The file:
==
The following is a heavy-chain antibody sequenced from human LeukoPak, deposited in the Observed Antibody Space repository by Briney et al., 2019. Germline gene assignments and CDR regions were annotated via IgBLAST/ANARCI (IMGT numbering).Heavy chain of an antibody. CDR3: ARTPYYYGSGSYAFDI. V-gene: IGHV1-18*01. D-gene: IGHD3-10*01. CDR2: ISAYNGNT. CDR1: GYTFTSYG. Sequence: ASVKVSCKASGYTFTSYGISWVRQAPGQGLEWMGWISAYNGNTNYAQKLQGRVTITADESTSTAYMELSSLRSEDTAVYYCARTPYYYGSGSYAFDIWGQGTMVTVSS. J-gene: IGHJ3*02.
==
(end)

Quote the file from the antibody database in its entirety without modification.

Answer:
The following is a heavy-chain antibody sequenced from human LeukoPak, deposited in the Observed Antibody Space repository by Briney et al., 2019. Germline gene assignments and CDR regions were annotated via IgBLAST/ANARCI (IMGT numbering).Heavy chain of an antibody. CDR3: ARTPYYYGSGSYAFDI. V-gene: IGHV1-18*01. D-gene: IGHD3-10*01. CDR2: ISAYNGNT. CDR1: GYTFTSYG. Sequence: ASVKVSCKASGYTFTSYGISWVRQAPGQGLEWMGWISAYNGNTNYAQKLQGRVTITADESTSTAYMELSSLRSEDTAVYYCARTPYYYGSGSYAFDIWGQGTMVTVSS. J-gene: IGHJ3*02.